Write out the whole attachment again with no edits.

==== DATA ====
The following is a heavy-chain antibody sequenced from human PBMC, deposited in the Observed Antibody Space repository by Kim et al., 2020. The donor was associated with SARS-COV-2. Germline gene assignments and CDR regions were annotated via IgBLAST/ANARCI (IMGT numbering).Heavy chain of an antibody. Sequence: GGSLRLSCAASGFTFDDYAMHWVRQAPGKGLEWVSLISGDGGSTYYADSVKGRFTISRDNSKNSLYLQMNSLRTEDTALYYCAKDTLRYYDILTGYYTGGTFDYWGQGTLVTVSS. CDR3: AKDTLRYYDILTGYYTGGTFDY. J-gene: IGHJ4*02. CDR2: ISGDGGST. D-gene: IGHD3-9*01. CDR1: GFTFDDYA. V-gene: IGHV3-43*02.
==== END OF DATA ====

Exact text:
The following is a heavy-chain antibody sequenced from human PBMC, deposited in the Observed Antibody Space repository by Kim et al., 2020. The donor was associated with SARS-COV-2. Germline gene assignments and CDR regions were annotated via IgBLAST/ANARCI (IMGT numbering).Heavy chain of an antibody. Sequence: GGSLRLSCAASGFTFDDYAMHWVRQAPGKGLEWVSLISGDGGSTYYADSVKGRFTISRDNSKNSLYLQMNSLRTEDTALYYCAKDTLRYYDILTGYYTGGTFDYWGQGTLVTVSS. CDR3: AKDTLRYYDILTGYYTGGTFDY. J-gene: IGHJ4*02. CDR2: ISGDGGST. D-gene: IGHD3-9*01. CDR1: GFTFDDYA. V-gene: IGHV3-43*02.